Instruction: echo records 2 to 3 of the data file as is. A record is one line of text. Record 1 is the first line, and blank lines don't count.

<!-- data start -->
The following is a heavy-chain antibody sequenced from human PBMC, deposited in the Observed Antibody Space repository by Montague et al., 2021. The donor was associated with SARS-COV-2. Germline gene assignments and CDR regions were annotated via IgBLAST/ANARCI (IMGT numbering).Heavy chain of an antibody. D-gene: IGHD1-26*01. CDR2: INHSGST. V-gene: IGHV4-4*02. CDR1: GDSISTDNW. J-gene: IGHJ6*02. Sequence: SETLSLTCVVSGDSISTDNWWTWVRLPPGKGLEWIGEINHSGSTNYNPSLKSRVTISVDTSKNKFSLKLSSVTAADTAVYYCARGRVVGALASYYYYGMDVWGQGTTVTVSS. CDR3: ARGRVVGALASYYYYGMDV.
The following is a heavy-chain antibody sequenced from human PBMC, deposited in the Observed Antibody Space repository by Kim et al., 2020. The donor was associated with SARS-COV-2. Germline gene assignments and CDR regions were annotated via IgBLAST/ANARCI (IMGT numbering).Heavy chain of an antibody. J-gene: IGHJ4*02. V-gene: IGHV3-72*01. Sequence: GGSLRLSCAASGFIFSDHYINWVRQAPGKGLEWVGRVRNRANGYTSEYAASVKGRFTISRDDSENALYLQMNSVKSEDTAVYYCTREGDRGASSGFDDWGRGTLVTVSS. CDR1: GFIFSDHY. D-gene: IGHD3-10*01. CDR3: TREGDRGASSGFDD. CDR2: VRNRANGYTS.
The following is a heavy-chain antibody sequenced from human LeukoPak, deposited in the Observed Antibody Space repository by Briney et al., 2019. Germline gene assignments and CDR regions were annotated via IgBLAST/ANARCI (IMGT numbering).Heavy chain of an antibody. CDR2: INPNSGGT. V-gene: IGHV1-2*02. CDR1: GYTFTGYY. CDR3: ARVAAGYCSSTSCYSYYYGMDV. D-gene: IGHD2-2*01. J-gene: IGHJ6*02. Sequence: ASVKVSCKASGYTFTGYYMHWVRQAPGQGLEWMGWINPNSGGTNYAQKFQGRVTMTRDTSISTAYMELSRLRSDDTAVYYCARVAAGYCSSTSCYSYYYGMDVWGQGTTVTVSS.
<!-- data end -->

The following is a heavy-chain antibody sequenced from human PBMC, deposited in the Observed Antibody Space repository by Kim et al., 2020. The donor was associated with SARS-COV-2. Germline gene assignments and CDR regions were annotated via IgBLAST/ANARCI (IMGT numbering).Heavy chain of an antibody. J-gene: IGHJ4*02. V-gene: IGHV3-72*01. Sequence: GGSLRLSCAASGFIFSDHYINWVRQAPGKGLEWVGRVRNRANGYTSEYAASVKGRFTISRDDSENALYLQMNSVKSEDTAVYYCTREGDRGASSGFDDWGRGTLVTVSS. CDR1: GFIFSDHY. D-gene: IGHD3-10*01. CDR3: TREGDRGASSGFDD. CDR2: VRNRANGYTS.
The following is a heavy-chain antibody sequenced from human LeukoPak, deposited in the Observed Antibody Space repository by Briney et al., 2019. Germline gene assignments and CDR regions were annotated via IgBLAST/ANARCI (IMGT numbering).Heavy chain of an antibody. CDR2: INPNSGGT. V-gene: IGHV1-2*02. CDR1: GYTFTGYY. CDR3: ARVAAGYCSSTSCYSYYYGMDV. D-gene: IGHD2-2*01. J-gene: IGHJ6*02. Sequence: ASVKVSCKASGYTFTGYYMHWVRQAPGQGLEWMGWINPNSGGTNYAQKFQGRVTMTRDTSISTAYMELSRLRSDDTAVYYCARVAAGYCSSTSCYSYYYGMDVWGQGTTVTVSS.